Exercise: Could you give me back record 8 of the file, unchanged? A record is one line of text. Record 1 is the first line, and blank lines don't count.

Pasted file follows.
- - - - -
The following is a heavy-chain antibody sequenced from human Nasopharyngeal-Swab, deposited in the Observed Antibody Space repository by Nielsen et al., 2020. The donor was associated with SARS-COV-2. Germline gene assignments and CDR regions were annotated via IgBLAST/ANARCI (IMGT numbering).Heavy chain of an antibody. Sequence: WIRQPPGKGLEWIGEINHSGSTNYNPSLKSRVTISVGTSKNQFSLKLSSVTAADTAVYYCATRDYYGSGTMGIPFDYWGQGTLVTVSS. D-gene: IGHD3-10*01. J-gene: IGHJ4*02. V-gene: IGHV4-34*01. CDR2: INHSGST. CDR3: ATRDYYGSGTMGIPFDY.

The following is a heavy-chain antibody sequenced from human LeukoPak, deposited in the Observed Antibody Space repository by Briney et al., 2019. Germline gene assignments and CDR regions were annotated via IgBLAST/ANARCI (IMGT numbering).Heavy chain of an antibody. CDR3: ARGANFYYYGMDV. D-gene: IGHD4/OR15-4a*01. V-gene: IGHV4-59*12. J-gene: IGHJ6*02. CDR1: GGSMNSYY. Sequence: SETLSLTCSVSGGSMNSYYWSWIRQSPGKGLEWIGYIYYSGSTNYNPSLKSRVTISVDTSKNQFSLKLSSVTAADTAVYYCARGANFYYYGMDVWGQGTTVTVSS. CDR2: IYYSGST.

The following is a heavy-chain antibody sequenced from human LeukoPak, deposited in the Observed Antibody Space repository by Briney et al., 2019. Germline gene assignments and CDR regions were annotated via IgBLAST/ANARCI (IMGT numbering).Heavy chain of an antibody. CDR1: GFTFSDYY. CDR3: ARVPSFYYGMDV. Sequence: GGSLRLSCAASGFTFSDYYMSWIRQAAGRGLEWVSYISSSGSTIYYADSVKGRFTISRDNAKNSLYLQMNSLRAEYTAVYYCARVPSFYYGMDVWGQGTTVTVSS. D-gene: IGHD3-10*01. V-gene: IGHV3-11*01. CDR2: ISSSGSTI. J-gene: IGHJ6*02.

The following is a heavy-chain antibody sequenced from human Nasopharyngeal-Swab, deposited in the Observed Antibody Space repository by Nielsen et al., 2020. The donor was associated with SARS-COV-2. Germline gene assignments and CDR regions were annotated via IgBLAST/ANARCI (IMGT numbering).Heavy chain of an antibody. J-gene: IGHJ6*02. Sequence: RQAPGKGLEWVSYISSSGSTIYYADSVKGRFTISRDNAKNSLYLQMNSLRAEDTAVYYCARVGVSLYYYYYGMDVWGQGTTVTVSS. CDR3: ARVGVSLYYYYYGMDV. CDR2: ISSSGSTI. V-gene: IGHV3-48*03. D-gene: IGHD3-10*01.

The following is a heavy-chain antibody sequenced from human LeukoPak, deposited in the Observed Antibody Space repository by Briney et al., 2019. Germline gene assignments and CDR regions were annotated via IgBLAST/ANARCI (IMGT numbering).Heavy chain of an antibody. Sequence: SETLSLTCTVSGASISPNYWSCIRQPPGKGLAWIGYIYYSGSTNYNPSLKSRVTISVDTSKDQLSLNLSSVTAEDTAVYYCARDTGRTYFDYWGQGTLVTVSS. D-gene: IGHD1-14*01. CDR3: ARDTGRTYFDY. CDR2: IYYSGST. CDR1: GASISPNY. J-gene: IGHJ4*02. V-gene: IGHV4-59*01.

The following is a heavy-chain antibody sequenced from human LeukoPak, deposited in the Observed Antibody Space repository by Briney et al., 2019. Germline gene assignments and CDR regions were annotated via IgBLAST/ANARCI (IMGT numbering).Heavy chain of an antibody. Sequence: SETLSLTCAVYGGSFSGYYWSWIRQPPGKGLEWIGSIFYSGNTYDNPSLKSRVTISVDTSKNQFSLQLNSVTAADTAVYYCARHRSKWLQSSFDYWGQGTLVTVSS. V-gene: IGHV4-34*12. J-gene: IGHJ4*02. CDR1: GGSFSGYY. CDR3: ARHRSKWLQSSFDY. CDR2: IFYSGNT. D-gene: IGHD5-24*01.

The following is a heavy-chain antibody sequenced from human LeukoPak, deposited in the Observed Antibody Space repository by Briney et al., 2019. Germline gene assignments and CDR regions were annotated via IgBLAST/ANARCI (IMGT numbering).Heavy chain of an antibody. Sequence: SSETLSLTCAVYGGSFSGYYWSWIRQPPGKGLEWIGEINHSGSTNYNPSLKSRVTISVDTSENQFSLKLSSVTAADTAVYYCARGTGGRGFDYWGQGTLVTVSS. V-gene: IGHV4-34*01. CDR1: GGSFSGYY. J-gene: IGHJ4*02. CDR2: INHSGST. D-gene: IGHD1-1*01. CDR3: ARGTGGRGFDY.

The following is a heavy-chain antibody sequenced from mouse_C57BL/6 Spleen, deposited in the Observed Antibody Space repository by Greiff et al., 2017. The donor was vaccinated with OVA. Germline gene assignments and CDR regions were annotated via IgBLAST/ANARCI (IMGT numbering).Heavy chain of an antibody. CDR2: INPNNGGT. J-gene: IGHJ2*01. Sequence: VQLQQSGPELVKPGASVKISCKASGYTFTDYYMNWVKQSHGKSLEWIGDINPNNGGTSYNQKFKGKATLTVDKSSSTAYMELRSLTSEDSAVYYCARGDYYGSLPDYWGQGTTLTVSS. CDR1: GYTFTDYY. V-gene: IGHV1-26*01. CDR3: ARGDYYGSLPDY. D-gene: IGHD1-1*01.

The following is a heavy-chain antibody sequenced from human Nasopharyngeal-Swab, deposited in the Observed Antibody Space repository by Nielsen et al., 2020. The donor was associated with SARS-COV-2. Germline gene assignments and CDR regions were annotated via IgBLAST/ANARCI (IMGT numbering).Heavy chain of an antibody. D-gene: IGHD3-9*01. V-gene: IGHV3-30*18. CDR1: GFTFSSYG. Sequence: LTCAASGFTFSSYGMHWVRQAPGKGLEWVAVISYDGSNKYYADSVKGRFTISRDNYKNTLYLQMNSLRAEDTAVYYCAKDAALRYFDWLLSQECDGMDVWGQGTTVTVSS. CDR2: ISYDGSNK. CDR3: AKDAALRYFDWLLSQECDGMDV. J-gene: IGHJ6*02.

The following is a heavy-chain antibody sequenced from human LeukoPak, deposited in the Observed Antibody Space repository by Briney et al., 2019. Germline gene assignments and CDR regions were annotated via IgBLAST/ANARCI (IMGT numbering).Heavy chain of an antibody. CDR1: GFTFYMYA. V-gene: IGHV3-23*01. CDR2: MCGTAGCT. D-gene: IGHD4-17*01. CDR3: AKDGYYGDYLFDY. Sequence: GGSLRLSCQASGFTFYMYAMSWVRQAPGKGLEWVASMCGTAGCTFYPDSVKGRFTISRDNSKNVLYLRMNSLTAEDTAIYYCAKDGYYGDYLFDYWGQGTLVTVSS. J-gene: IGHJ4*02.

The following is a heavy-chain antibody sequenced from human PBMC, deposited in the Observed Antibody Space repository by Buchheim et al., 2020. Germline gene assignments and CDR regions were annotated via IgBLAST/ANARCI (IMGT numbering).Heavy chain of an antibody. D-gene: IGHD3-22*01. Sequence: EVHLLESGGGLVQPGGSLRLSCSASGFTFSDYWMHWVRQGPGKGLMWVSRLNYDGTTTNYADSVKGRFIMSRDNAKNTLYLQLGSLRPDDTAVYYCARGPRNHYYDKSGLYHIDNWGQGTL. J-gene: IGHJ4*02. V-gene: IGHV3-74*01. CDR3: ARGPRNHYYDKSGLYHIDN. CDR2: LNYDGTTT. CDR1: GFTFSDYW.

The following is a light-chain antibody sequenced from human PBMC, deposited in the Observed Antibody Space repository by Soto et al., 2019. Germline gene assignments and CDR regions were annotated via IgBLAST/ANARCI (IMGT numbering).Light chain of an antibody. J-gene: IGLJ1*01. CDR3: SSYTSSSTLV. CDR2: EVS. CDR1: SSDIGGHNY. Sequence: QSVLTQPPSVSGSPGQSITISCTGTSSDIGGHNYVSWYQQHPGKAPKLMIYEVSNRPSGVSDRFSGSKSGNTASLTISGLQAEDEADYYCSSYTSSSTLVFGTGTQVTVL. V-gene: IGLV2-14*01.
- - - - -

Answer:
The following is a heavy-chain antibody sequenced from mouse_C57BL/6 Spleen, deposited in the Observed Antibody Space repository by Greiff et al., 2017. The donor was vaccinated with OVA. Germline gene assignments and CDR regions were annotated via IgBLAST/ANARCI (IMGT numbering).Heavy chain of an antibody. CDR2: INPNNGGT. J-gene: IGHJ2*01. Sequence: VQLQQSGPELVKPGASVKISCKASGYTFTDYYMNWVKQSHGKSLEWIGDINPNNGGTSYNQKFKGKATLTVDKSSSTAYMELRSLTSEDSAVYYCARGDYYGSLPDYWGQGTTLTVSS. CDR1: GYTFTDYY. V-gene: IGHV1-26*01. CDR3: ARGDYYGSLPDY. D-gene: IGHD1-1*01.